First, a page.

Roughly a month and a half after the Supreme Court’s controversial decision to overturn Roe v. Wade, the 1973 landmark decision that established the constitutional right to abortion, a new poll released by Ipsos-USA Today shows that seven in ten Americans would like to have the opportunity to decide state-level abortion rights by ballot measure.
The survey, conducted from August 5 to 8 with 1,018 adults participating, further revealed that if they had the chance to vote, they would oppose efforts to prohibit the procedure by nearly two to one.
According to USA Today, the poll showed that respondents would have passed a ballot measure to legalize abortion by a vote of 54 percent to 28 percent.
“Democrats support legal abortion in their state by 7-1 (76%-10%) and independents by 2-1 (52%-27%),” the report continued. “Among Republicans, 34% would support abortion rights and 54% would oppose them, a worrisome fissure for the party that has long been identified with the anti-abortion movement.”
Broken down by party, 73 percent of Democrats and 77 percent of Republicans support the use of a state ballot measure, while 67 percent of independents also backed such an effort. More than 40 percent of Democrats say they “strongly support” putting abortion on the ballot.
“With abortion no longer a constitutional right, Americans are looking to the voting booth to have their voice heard on the issue,” Ipsos president Cliff Young told USA Today.
“However, the divisions that exist across the states could bring legal, medical and lifelong consequences for many parts of the country,” he added.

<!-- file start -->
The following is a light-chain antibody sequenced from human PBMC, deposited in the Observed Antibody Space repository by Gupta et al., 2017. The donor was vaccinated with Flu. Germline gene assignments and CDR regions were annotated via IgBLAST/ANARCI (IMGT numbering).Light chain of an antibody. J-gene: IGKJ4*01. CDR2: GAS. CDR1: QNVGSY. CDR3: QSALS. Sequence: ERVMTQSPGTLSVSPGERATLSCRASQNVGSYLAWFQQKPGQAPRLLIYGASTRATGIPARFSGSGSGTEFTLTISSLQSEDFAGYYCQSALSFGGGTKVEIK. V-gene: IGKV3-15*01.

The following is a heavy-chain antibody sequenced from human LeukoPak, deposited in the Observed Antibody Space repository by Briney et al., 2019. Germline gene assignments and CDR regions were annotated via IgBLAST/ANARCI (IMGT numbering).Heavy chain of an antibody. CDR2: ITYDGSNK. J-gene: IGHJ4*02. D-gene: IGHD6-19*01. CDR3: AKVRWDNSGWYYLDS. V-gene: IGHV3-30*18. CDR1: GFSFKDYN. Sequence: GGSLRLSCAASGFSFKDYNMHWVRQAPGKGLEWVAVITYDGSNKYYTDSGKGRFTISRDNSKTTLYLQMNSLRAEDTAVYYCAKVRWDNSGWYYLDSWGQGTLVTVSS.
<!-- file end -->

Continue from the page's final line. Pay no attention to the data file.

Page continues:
Other recent polls are showing increasing levels of frustration among Americans on the highly contentious abortion issue.
A poll of more than a thousand adults conducted by the Associated Press/NORC Center for Public Affairs Research has indicated that 60 percent of Americans want Congress to pass a law guaranteeing access to legal abortion nationwide. Additionally, the survey revealed that 53 percent of respondents say they disapprove of the court’s decision, while 30 percent say they approve.
“Overwhelming majorities also think their state should generally allow abortion in specific cases, including if the health of the pregnant person is endangered or if the pregnancy is the result of rape or incest,” the Associated Press wrote. “Few think abortion should always be illegal, and most Americans support their state generally allowing abortion six weeks into the pregnancy.”
Furthermore, a separate poll released by Morning Consult/Politico showed that a majority of Americans strongly disapprove of their states prohibiting all abortions with no exceptions. A little over 60 percent of respondents strongly oppose their states prohibiting all abortions with no exceptions and 13 percent somewhat oppose a no exception ban. In contrast, such a ban was only strongly supported by 9 percent and somewhat supported by 8 percent.
Ethen Kim Lieser is a Washington state-based Finance and Tech Editor who has held posts at Google, The Korea Herald, Lincoln Journal Star, AsianWeek, and Arirang TV. Follow or contact him on LinkedIn.